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    The Velvet Underground – Under Review

    The Velvet Underground – Under Review

    The Velvet Underground: Under Review is a 2006 documentary about the legendary 1960s rock band. As most living organisms know, the Velvets were one of the primary sperms to spawn punk, noise rock, goth and indie–but not, as some believe, Velveeta processed cheese. After they formed in 1965, the Velvets wasted no time bringing pure innovation to the table, as they seamlessly laminated the clever rock ‘n’ roll songs of singer / guitarist Lou Reed, the La Monte Young-inspired avant-garde drones of violist John Cale, the stern and foreboding vocals of Nico, the second guitar foundation of Sterling Morrison, and the caveman-like cymbal-less backbeat of drummer Moe Tucker into a beautiful, exotic, scintillating whole.

    The film sprinkles a few handfuls of obscure and grainy-yet-spectacular footage of the band, gig flyers and period photos over a soundtrack of truncated album cuts and new interviews. Featured mugs include Moe, bass player Doug Yule (who “replaced” John Cale on the third album), graphic designer Billy Name (who tells his stories of creating the Velvets’ album cover art for the first time here), engineer Norman Dolph (who recalls recording the first album and a long-lost acetate of it that turned up decades later at a flea market), Velvets Expert Sal Mercuri, musician Dean Wareham, Boston Tea Party (a venue where the band played a lot) Manager Steve Nelson, critic Robert Christgau, and authors Clinton Heylin, Joe Harvard and Malcom Dome.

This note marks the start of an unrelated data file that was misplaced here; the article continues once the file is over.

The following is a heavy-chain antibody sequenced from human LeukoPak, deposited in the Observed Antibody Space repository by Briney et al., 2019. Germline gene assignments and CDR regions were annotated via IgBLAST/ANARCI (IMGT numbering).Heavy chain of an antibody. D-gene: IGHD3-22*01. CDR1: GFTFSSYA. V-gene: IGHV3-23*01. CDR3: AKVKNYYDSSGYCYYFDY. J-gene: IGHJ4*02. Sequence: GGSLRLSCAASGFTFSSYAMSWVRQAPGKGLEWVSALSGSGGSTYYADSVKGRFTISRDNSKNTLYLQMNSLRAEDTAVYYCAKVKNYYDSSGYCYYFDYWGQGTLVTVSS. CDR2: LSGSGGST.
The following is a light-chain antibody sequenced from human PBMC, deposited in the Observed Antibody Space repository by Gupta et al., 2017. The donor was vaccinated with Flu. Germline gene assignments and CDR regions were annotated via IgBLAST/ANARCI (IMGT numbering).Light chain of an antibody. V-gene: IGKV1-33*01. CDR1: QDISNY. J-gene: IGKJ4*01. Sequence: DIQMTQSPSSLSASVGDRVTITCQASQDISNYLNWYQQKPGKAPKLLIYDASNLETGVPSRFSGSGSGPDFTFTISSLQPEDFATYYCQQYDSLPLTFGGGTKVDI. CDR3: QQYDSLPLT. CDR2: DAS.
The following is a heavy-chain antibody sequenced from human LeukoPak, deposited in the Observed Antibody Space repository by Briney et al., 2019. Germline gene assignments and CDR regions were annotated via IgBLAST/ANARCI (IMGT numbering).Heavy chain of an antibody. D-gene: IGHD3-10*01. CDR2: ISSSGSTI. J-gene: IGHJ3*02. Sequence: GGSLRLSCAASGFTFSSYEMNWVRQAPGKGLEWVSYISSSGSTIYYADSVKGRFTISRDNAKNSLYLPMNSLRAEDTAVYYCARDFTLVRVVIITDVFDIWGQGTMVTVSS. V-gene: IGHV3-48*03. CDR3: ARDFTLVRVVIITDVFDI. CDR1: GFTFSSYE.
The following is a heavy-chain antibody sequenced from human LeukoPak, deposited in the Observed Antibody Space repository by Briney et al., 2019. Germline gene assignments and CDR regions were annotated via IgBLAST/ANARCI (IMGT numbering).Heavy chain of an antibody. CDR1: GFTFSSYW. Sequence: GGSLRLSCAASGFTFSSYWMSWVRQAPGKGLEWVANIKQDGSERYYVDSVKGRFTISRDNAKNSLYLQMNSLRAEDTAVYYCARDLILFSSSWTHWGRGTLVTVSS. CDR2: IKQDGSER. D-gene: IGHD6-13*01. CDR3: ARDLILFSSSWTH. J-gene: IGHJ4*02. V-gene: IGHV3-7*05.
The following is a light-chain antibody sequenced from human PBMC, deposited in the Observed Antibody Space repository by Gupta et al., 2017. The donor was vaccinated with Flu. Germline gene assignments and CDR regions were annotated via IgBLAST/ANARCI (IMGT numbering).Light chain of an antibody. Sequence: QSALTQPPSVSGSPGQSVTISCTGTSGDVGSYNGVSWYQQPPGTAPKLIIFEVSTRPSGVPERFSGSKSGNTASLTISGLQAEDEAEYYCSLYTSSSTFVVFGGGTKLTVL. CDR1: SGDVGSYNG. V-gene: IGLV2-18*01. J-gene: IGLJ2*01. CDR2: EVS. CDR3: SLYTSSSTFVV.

Although the songs, album artwork, recording sessions, live gigs and overall historical significance of the Velvet Underground is discussed in a decent amount of detail, the absence of interviews with Lou Reed and John Cale carves a fairly big void in this doc. Also, the genesis of the band is merely glanced at, and, likewise, the film ends rather abruptly right when it arrives at the breakup. The other big beefs I have with it are the annoying copyright text at the top and bottom of all the vintage footage, and the glaring omission of the Velvets’ first drummer, Angus MacLise, who is never even mentioned. Then there’s the infamous Lester Bangs quote, in which he states that modern music begins with the Velvet Underground. Well, I guess he meant modern rock music, otherwise, I’d just have to laugh.

    Label: Sexy Intellectual Catalog Number: SIDVD501 Format: DVD Packaging: Plastic case inside a paperboard slipcase Special Features: Additional interviews, interactive Velvets quiz, contributor bios Total Time: 85 minutes Country: United States Released: 2006 More: All Music, Amazon, Forced Exposure, Unofficial, YouTube

    Text ©2009 Arcane Candy

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